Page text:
January and early February are the best times of year to see the ice bubbles at Abraham Lake. Use caution in early January if December was warm. Also, try to time your trip between snowfalls so the ice won’t be snow covered. So remember – ski on a powder day, and drive to Abraham Lake on a dry day.
Where to See Ice Bubbles / Where to Park
There are tons of places to see ice bubbles south of Windy Point*, but three of the best (all on Google Maps) are as follows:
- Abraham Lake Ice Bubbles Parking: By far the busiest spot, but from here you can get the classic shot of Mount Michener with ice bubbles in the foreground.
- Abraham Slabs: There is an outhouse and parking lot here.
- Cline Landing: Park on the shoulder and walk 100 metres down to the lake – don’t drive down; there is a huge snow trap on the steep access road!
Note: Abraham Slabs and the Abraham Lake Ice Bubbles parking are more photogenic than Cline Landing because the water is a brilliant turquoise color (due to being a lot deeper). At the end of January, there were no bubbles to be seen at Preacher’s Point due to huge ice heaves.
Parking is limited, so if one area is busy, drive down the road to the next spot.
*Do NOT go on the ice on the north end of the lake! Abraham Lake is a reservoir and water does not freeze well near the dam (because the water level is always fluctuating).
What if the ice bubbles are covered in snow?
If you don’t see ice bubbles at the Abraham Lake Ice Bubbles parking or Abraham Slabs, clear off some snow with a shovel, then pour water over the bubbles to see them better. OR, enjoy the mountain views, and photograph frost or ice formations near shore, or watch bighorn sheep (from a distance)! There are several great hiking trails near the lake too; scroll down for more info.
What to Bring
Kahtoola Microspikes (Available from Amazon, MEC, and Camper’s Village), or Hillsound Trail Crampons (Available at Amazon, Hillsound, and Sport Chek) are required. We also recommend some rope and a self-inflating life jacket just in case someone falls in. When we visited (end of January), the ice was 1.5 feet thick, but conditions can change quickly in warmer weather.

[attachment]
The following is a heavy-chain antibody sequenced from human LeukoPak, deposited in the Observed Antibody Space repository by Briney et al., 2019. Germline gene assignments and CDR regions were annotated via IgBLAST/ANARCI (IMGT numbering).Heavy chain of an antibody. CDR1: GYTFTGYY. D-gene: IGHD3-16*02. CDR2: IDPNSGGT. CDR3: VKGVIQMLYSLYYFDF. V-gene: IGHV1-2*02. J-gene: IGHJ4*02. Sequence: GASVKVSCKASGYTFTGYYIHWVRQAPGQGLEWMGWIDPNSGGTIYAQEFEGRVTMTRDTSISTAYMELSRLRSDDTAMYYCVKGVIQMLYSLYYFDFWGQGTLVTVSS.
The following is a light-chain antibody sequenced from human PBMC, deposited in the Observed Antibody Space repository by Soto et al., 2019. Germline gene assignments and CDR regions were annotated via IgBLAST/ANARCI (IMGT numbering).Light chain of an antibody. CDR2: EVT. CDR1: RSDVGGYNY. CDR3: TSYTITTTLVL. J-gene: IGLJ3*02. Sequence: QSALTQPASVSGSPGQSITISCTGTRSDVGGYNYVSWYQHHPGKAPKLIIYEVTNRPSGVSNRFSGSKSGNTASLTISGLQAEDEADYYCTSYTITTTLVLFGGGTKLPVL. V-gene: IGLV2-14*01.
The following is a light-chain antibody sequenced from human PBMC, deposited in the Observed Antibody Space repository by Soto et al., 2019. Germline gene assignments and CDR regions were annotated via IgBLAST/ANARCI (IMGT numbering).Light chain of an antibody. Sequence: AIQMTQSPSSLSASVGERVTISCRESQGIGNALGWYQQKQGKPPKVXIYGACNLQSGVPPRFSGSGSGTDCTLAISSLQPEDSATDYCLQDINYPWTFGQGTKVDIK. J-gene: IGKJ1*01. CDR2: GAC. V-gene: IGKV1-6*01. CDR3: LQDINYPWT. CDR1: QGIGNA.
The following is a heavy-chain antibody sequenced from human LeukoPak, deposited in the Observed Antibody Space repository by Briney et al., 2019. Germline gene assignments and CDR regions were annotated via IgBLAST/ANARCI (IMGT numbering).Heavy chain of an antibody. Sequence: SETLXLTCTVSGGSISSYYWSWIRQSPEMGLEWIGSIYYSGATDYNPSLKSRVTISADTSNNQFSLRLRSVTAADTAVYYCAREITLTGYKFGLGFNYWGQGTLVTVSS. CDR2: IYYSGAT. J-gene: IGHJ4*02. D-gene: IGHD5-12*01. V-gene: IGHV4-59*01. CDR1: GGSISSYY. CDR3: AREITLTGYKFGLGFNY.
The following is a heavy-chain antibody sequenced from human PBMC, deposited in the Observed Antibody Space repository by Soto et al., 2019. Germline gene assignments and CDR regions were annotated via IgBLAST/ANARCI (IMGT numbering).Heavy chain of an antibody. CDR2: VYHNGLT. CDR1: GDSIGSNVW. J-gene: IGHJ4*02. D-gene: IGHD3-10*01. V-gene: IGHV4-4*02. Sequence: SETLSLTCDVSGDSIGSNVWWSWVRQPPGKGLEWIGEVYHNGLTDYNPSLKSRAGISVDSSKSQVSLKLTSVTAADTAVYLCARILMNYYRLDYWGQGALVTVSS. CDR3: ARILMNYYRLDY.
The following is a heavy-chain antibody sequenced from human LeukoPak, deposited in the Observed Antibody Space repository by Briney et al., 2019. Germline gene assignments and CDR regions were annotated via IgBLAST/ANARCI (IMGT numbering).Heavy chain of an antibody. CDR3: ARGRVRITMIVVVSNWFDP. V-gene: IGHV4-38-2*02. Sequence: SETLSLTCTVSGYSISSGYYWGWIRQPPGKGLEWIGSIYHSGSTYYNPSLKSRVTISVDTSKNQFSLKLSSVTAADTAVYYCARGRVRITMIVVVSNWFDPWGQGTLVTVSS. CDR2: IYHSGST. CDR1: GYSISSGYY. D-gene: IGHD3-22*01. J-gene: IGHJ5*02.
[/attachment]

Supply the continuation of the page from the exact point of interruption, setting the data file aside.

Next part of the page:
Warm clothes are a must, and hot drinks or soup will warm you up after taking pictures in the wind. It’s also a good idea to pack extra food in case the roads are bad and you’re delayed. The nearest gas station and store is in Nordegg, half an hour from the ice bubbles parking area.
Abraham Lake is located on the David Thompson Highway (AB-11), approximately three hours from Calgary. Road conditions are best if you go via Hwy 2 and Rocky Mountain House, but the scenery is spectacular on the Icefields Parkway (Hwy 93N). If you choose the latter, check 511 before you go to make sure the highway is open. Avalanche control closures are common in winter.
See The Best Stops on the Icefields Parkway and start planning your roadtrip now! Peyto Lake is a good, short hike on the way to/from Abraham Lake.
Where to Stay
Random camping is permitted at Preacher’s Point (best suited for trailers/camper vans – mostly open field), Abraham Cove, Abraham Slabs, and Allstones. Note that you will need to purchase an Alberta Public Lands Camping Pass ($20 for 3 nights or $30/year) in advance. Campers must be totally self-sufficient, and pack out all trash. There are outhouses onsite only; no water, picnic tables, or tent pads.
If you’d prefer warmer accommodations, there are a few hotels and a hostel open year-round. See David Thompson | Where to Stay for more information.
Hiking Trails in David Thompson Country
If you would like to do a hike before you go home, some hikes recommended by David Thompson Country include Whitegoat Falls (2.6 km), Cline River Falls (3.4 km) and Coral Creek (8.9 km).
More hikes to try:
- Allstones Creek (4.8 km) is wonderful in winter – you can hike the frozen creek to small icefalls!
- Or you could drive to beautiful Crescent Falls and walk 300 metres to the viewpoints (lower parking lot is closed in winter).
- To see hoodoos and a small cave, try Hoodoo Creek Trail (5.2 km).
All distances are round trip.
Be safe and have fun! It’s not every day you can see ice bubbles in glass-like ice!